Letters to the Editor


POSTED: Friday, March 06, 2009

Don't give city rail funds to state budget

I hope the state Legislature is wise enough to vote no on the proposal to siphon off Honolulu's rail funds to balance the state budget. This would be foolhardy and a short-term fix at the expense of a greater long-term traffic solution. Besides, rail would create thousands of new jobs and bring in more than a billion dollars of federal funds for economic stimulus.

Why jeopardize the rail project and hurt our chances of improving the economy?

Joe Lee

Hawaii Kai


Cut the melodrama out of the budget

I liked the sound reasoning in your March 4 editorial, “;Mayor's budget draft makes the best of bad circumstances.”; It is so easy for the usual suspects to provide the typical overwrought melodrama about raising taxes and fees, but it is much harder to come up with real solutions to budget pukas.

This is no time for drama and these proposals seem moderate and reasonable.

Jason Miyasaki


How can being gay possibly be genetic?

In his guest commentary, civil union advocate Milton Diamond offers the suggestion that homosexuality is genetic (Star-Bulletin, March 1). This contention was refuted long ago. The problem for this theory is captured in the following question: “;If gay genes exist, how would they perpetuate?”;

Homosexuals generally don't produce offspring, so they don't propagate their DNA. If a gay gene ever existed, there would be no means for it to replicate, and therefore it would be unable to survive through history. In order for a gene to be perpetuated (aside from artificial insemination), a male needs to first be sexually attracted to and excited by a female in order to copulate. If this happens, it proves that sexual attraction is either: 1) inherently heterosexual, and/or 2) influenced by the mind of that individual. The idea that homosexuality is genetic, therefore, is self-refuting.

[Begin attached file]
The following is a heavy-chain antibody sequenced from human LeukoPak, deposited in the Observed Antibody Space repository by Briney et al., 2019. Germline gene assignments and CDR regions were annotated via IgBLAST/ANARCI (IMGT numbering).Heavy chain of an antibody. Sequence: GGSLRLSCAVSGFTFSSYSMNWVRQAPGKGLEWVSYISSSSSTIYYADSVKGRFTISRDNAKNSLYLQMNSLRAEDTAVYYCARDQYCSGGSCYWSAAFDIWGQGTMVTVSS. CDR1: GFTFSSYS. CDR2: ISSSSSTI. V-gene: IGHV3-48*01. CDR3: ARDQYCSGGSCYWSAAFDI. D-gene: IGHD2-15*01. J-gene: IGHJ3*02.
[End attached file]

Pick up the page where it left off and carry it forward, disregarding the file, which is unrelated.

Steve Williams


Hawaiian has been honest about profits

We take exception to Air Line Pilots Association local chairman Eric Sampson's letter to the editor implying that Hawaiian was somehow misleading in reporting its recent financial results for the fourth quarter of 2008 (Star-Bulletin, March 1).

As a publicly traded company, Hawaiian is subject to increasingly stringent federal regulations designed to ensure full and accurate disclosure for the investing public and we are fastidious about our compliance.

We are proud of the fact that, at a time when other carriers are laying people off, the employees and management of Hawaiian were able to achieve a 2 percent annual profit margin in 2008. This is what our federal reporting shows clearly for all to see. Although tiny, this profit helps us to pursue one of our core objectives in all of our labor negotiations, which is to try to find ways to improve the standard of living of all our employees at Hawaiian.

Just last week, we reached a tentative agreement with our flight attendants' union, the AFA-CWA, on a new two-year contract that would provide increased compensation for our flight attendants and operational improvements for the company at the same time.

Our ability to work collaboratively with the AFA-CWA was the key to reaching such a mutually beneficial agreement. We hope to achieve the same with our pilots' union.

Charles R. Nardello

Senior vice president, Operations

Hawaiian Airlines, Inc.

Obama's hypocritical about spending

Would someone please tell me why it is all right for the state governors to go to Washington to be entertained at the expense of the American taxpayers? President Obama chastised corporations when he said, “;You can't go take a trip to Las Vegas or go down to the Super Bowl on the taxpayer's dime.”; Congress and our government misappropriate taxpayer funds and should be held to the same standards. The federal stimulus bill and outrageous budget represents this hypocrisy.

What are the consequences of the president's remarks?

Obama's fear and “;catastrophic”; rhetoric has convinced businesses to cancel conventions all over this country. Cities in Nevada, Florida, California and Hawaii are suffering from convention cancellations. As these hotels, restaurants and other tourist-related industries lay off their employees and unemployment lines grow, who do we have to thank?

There was a reason President Bush told Americans to go shopping after 9/11.

Robert Chaffee





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